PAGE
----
Marc Metrick, the current C.E.O. of and a Saks semi-lifer, will become C.E.O. of Saks Global. Rhône Capital, the private equity firm that bought the Lord & Taylor building from Baker’s Hudson’s Bay Company (HBC) in 2017, is the lead investor. But, as I reported back in January, Amazon—which bought the Lord & Taylor building for $978 million in 2020 and turned it into offices—is also throwing in money. Salesforce is, too. 

This is a big glow-up for Metrick, who now gets to oversee Neiman Marcus and America’s most prized retailer, Bergdorf Goodman, in addition to a reintegrated Saks. All three of these stores have very specific personalities—Neiman Marcus is a Southern institution, Bergdorf Goodman is a national treasure, etcetera—and I think they’ll be preserved as other efficiencies of scale are implemented. I don’t foresee the new company closing down a bunch of Neimans and Saks Fifth Avenues immediately after the deal goes through—after all, this is a real estate play. Eventually, as the parent company finds the right lessees or buyers for certain assets, you might see certain cities become Neiman only or Saks only. In big cities where there are multiple distinct customers—Miami and Los Angeles come to mind—both will probably continue to exist. (Sarah Shapiro, a former retail executive who writes a great newsletter, did an amazing job aggregating almost everything that has been said about the situation thus far.)

Meanwhile, I’ve been fielding a number of questions from within the industry, starting with the obvious: Is everyone going to get paid? Several people wrote to me indicating that they were still owed money by either HBC or and wanted to know when they would be seeing those funds. Another person was worried that this might give Neiman Marcus an excuse not to pay recently placed orders. In both cases, I truly believe everyone will get their money. “The brands should be fine,” a person who does business with all involved parties told me. Nevertheless, issues with multibrand retailers will not abate, and every few years one of them will screw their partners out of a couple hundred thousand dollars.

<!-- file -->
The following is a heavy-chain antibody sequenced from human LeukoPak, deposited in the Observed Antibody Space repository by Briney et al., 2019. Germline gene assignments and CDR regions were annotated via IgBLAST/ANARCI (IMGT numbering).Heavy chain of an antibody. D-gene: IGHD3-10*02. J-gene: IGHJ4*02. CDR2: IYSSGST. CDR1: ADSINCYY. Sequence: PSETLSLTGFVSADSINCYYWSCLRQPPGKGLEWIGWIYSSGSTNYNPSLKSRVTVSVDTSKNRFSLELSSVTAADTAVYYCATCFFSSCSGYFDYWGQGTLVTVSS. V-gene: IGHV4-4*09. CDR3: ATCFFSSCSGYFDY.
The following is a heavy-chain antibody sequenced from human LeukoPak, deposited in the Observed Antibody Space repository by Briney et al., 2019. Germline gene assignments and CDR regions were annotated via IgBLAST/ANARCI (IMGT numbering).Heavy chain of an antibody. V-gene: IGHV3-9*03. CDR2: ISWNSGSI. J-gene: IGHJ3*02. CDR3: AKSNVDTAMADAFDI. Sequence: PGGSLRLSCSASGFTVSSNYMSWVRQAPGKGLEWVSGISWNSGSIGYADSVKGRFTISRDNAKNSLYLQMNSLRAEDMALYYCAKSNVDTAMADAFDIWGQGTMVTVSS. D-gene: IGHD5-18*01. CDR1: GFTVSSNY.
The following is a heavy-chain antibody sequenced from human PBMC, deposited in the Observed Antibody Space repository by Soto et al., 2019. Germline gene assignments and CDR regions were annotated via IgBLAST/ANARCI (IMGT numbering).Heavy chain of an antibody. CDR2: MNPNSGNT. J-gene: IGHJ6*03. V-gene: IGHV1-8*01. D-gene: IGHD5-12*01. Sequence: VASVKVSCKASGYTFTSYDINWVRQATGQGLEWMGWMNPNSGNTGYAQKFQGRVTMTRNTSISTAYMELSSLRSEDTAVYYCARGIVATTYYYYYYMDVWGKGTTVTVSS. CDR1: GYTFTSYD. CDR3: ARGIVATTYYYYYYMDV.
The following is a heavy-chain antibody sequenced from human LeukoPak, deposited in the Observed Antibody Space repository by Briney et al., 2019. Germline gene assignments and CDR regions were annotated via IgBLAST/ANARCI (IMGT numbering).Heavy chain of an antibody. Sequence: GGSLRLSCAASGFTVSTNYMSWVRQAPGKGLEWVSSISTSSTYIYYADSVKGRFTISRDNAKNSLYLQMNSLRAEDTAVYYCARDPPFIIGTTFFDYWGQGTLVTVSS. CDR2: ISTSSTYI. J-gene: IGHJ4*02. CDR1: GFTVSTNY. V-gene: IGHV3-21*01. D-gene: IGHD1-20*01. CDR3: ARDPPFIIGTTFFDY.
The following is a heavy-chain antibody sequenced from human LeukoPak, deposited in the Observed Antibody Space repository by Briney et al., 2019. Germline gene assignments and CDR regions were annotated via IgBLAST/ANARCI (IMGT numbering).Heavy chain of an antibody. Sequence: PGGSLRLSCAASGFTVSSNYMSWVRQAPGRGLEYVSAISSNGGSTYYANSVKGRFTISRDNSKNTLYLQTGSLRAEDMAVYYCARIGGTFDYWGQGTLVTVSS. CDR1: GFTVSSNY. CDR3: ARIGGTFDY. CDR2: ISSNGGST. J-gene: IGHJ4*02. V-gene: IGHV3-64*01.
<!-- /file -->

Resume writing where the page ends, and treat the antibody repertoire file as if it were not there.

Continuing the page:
Second, many wondered: Will Geoffroy van Raemdonck continue to run the Neiman Marcus Group? Everyone really likes Geoffroy, but Marc is Richard’s guy, and my guess is that they will assign that job to someone else for various, obvious reasons. If Geoffroy leaves, he’ll have no trouble finding another, reputable gig in luxury. 

Third: Is there any upside to less competition in the market? Look, I’m not going to tell you that this is a great thing for smaller brands, but I also don’t think it’s going to affect business in the short term. My only advice, after seeing this cycle play out again and again, is that brands need to pursue a multichannel approach—retail, D.T.C., wholesale partners, etcetera. 

As for the bigger brands owned by the bigger groups, this could end up shifting the power dynamic a bit. Right now, Kering and LVMH brands can use the Saks-Neimans rivalry as a negotiating tool. (Nordstrom is part of this, too, but they sell far more mid-priced products than the others, and therefore rely less on luxury to drive revenue.) Now that Saks and Neimans are one, the luxury brands are going to have to negotiate with one bigger, stronger entity, which means that they will have less leverage when it comes to everything from shop-in-shop leases to payment terms. This matters less for the Louis Vuittons and Chanels of the world, who could basically say eff off to all department stores as they don’t really need them, but for brands that still rely on that distribution—and there are many of them—the Saks Global-owned stores will be in a better position than they were prior to the merger.